St Peter's College Boat Club

From Wikipedia, the free encyclopedia
Jump to: navigation, search
College Boat Clubs of the University of Oxford
St Peter's College Boat Club
University College Oxford Boat Club Boathouse.JPG
St Peters College Boat Club Rowing Blade.svg
                     
Previously named St Peter's Hall Boat Club (1929-1961)
Established 1929 (1929)
Location University College Boathouse, River Thames (known in Oxford as the Isis) 51°44′32″N 1°14′59″W / 51.7421°N 1.2497°W / 51.7421; -1.2497Coordinates: 51°44′32″N 1°14′59″W / 51.7421°N 1.2497°W / 51.7421; -1.2497
President Robert Laugwitz
Men's Captain Anders Jay[1]
Women's Captain Montana Jackson[1]
Captain of Coxes Louisa Manning[2]
www.spcbc.org.uk
The logo colours of SPCBC.

St Peter's College Boat Club (SPCBC) is the rowing club for members of St Peter's College, Oxford. Founded in 1929, it is now based in the University College Boathouse on the southern bank of The Isis (River Thames),[3]

The Boat Club competes in Torpids and Summer Eights bumps races in Oxford.

History[edit]

Early Days[edit]

St Peter's College Boat Club was established in the year of St Peter's Hall's foundation, in 1929. With only 40 undergraduates in the entire year group of 1929-30 and most of them without previous rowing experience, they still improved their position on the river, both in Torpids and in Eights.[4][5] The St Peter's Master, Christopher Chavasse, was a dominant influence. He encouraged all activities which could help the Hall's reputation, in particular sport. Chavasse and the College Bursar, Toby Tinne, an Old Etonian and one-time rowing Blue, were the team's coaches.[6][7]

The club acquired its very first boat in the second year of its existence and named it St Peter of Galilee, in spirit of the evangelical mainspring of the Hall's foundation.[7][8] As St Peter's Hall could not afford its own College Barge to store equipment and kit, it used one of the Salter's Barge instead.[8] The new established St Peter's Hall also had no fixed college colours. The boat club used Green and Gold for their first rowing competitions, which then became the Hall's colours.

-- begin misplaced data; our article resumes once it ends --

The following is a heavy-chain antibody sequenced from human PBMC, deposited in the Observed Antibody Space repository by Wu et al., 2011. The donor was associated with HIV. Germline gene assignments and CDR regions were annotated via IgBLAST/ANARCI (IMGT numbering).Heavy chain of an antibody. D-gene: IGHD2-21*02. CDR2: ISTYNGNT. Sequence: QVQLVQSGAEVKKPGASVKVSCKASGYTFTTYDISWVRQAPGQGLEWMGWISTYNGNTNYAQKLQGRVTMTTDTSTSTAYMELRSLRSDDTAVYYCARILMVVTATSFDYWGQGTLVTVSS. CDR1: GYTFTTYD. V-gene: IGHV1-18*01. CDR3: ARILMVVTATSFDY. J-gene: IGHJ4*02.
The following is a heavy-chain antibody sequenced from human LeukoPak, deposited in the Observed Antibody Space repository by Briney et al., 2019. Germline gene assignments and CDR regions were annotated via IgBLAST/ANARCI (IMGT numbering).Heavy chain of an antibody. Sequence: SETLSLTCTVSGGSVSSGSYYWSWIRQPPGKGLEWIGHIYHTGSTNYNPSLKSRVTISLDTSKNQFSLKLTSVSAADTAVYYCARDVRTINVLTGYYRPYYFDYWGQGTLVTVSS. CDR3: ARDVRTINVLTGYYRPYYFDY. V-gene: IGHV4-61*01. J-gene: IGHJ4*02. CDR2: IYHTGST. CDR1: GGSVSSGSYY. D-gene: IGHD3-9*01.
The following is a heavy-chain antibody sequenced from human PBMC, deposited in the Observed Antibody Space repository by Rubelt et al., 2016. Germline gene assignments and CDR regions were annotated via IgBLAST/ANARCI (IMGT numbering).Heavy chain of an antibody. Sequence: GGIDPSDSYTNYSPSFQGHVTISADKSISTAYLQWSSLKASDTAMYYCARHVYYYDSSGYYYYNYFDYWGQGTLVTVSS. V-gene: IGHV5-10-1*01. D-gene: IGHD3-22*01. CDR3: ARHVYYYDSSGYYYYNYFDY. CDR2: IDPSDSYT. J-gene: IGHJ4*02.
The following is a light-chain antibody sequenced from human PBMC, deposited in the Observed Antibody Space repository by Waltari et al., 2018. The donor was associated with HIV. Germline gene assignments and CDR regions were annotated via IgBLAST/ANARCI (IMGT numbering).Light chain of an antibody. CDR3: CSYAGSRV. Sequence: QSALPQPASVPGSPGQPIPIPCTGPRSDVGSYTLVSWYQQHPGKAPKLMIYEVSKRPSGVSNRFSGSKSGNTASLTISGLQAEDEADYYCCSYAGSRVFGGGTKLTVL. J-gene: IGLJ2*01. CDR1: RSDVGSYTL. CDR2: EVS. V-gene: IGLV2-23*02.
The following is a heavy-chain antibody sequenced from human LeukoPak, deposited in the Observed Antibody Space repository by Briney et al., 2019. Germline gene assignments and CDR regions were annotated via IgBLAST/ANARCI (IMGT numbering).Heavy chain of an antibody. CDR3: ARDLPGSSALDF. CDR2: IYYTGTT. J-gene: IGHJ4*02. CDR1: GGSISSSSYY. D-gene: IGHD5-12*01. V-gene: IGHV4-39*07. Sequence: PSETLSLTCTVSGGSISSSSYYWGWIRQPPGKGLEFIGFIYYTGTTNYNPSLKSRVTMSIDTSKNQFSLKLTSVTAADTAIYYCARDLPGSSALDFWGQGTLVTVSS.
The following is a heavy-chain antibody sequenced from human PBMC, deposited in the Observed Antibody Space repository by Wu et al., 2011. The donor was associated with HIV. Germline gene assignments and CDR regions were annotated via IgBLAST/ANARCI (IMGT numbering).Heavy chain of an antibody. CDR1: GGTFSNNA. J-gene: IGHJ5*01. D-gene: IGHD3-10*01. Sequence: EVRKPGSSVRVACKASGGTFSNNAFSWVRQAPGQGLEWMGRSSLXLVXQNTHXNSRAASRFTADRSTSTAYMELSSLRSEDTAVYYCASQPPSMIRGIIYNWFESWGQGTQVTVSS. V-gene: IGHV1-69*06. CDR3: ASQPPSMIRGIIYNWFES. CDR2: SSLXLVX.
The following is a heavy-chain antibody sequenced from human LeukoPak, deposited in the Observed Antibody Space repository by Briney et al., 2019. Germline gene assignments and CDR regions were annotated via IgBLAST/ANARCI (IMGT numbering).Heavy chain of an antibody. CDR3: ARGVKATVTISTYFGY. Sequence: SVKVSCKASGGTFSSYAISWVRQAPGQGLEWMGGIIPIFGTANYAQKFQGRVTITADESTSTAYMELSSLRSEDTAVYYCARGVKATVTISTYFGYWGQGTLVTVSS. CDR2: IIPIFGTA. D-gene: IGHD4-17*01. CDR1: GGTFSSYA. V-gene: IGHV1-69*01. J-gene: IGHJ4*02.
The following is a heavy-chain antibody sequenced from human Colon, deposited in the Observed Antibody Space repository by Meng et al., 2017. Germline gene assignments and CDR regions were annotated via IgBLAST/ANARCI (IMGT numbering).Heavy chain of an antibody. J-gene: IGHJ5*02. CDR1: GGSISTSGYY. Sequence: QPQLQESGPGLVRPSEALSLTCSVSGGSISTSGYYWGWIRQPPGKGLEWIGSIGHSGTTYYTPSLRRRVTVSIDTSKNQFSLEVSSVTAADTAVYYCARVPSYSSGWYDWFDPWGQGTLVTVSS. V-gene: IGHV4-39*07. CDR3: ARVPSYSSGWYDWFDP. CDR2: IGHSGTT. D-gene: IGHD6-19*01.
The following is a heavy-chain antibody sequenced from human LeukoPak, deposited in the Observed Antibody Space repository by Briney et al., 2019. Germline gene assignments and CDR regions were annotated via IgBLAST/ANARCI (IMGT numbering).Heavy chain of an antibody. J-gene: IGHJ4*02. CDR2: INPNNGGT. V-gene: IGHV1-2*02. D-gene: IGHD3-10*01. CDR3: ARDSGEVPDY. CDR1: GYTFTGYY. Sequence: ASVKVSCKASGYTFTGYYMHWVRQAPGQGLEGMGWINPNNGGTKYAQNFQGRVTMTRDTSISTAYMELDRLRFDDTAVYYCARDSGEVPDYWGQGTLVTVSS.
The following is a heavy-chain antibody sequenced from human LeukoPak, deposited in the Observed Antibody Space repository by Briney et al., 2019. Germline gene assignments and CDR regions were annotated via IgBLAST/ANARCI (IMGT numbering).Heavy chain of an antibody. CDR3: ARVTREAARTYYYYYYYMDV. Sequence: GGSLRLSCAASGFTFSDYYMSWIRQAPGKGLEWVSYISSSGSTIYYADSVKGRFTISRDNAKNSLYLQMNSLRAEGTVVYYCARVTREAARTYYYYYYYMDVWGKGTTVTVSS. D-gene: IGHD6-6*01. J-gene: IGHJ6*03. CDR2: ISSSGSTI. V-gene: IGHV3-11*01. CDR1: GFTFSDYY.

The Thirties were a good period for rowing at St Peter's. The immediate predecessors had gone through the other colleges' second and third boats in the lowest division at the rate of a bump a day. 1936 saw the second boat, on the first day, scoring an exceedingly rare double over-bump: five places gained in one afternoon. And in the Reading 'Head' the First Eight finished sixth - equal with Bristol University who were twenty-first on the Tideway a fortnight later. Hilary 1937, saw the college boat getting smashed, when it went over Iffley Weir. Having to row in a hired, very much older and heavier tub from Salters Streamers they went down each day of Torpids. The recovery set in during 1938 (1st VIII winning blades).[9] Summer Eights 1939 saw a new light-weight mahogany-skinned shell.

During the Second World War, smaller colleges were grouped together to enable them to compete in inter-collegiate events. In 1940, Pembroke, Corpus and St Peter's boated together.[10]

Post-War[edit]